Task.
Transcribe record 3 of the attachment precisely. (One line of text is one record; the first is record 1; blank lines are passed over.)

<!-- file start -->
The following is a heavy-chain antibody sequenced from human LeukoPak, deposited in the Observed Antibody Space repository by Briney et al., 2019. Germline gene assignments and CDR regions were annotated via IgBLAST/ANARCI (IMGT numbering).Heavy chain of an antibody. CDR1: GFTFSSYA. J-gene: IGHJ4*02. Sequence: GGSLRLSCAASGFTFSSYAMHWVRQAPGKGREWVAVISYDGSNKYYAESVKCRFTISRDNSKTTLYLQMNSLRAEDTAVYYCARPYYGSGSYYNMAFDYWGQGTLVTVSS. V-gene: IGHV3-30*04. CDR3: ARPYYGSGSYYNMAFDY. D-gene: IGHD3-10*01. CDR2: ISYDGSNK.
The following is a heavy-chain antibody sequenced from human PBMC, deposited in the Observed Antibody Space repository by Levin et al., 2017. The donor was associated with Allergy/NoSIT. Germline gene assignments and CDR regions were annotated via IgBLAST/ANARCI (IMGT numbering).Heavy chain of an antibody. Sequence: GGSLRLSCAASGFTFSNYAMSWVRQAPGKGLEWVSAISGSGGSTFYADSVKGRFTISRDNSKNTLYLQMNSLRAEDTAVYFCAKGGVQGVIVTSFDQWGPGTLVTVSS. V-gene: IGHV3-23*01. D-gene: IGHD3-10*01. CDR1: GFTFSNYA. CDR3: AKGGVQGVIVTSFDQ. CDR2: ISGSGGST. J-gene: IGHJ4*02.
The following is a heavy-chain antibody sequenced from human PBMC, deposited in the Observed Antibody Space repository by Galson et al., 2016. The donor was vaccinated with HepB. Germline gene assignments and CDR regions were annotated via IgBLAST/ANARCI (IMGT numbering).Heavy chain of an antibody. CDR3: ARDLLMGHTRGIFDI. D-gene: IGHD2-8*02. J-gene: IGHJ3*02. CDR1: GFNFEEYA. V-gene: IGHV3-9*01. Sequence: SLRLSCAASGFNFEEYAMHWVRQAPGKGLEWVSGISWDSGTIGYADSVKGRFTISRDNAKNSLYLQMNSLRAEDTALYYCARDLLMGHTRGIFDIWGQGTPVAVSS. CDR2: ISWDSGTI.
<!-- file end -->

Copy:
The following is a heavy-chain antibody sequenced from human PBMC, deposited in the Observed Antibody Space repository by Galson et al., 2016. The donor was vaccinated with HepB. Germline gene assignments and CDR regions were annotated via IgBLAST/ANARCI (IMGT numbering).Heavy chain of an antibody. CDR3: ARDLLMGHTRGIFDI. D-gene: IGHD2-8*02. J-gene: IGHJ3*02. CDR1: GFNFEEYA. V-gene: IGHV3-9*01. Sequence: SLRLSCAASGFNFEEYAMHWVRQAPGKGLEWVSGISWDSGTIGYADSVKGRFTISRDNAKNSLYLQMNSLRAEDTALYYCARDLLMGHTRGIFDIWGQGTPVAVSS. CDR2: ISWDSGTI.